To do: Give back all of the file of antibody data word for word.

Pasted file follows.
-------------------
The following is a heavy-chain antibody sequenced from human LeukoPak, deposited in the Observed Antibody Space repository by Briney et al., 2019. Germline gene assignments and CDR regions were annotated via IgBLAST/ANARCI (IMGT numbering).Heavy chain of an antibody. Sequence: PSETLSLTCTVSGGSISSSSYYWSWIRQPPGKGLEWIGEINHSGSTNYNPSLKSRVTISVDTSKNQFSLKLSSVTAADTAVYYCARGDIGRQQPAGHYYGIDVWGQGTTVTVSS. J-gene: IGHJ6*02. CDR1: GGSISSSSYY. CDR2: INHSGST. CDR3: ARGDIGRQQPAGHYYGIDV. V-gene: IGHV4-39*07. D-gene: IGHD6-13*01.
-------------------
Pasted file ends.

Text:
The following is a heavy-chain antibody sequenced from human LeukoPak, deposited in the Observed Antibody Space repository by Briney et al., 2019. Germline gene assignments and CDR regions were annotated via IgBLAST/ANARCI (IMGT numbering).Heavy chain of an antibody. Sequence: PSETLSLTCTVSGGSISSSSYYWSWIRQPPGKGLEWIGEINHSGSTNYNPSLKSRVTISVDTSKNQFSLKLSSVTAADTAVYYCARGDIGRQQPAGHYYGIDVWGQGTTVTVSS. J-gene: IGHJ6*02. CDR1: GGSISSSSYY. CDR2: INHSGST. CDR3: ARGDIGRQQPAGHYYGIDV. V-gene: IGHV4-39*07. D-gene: IGHD6-13*01.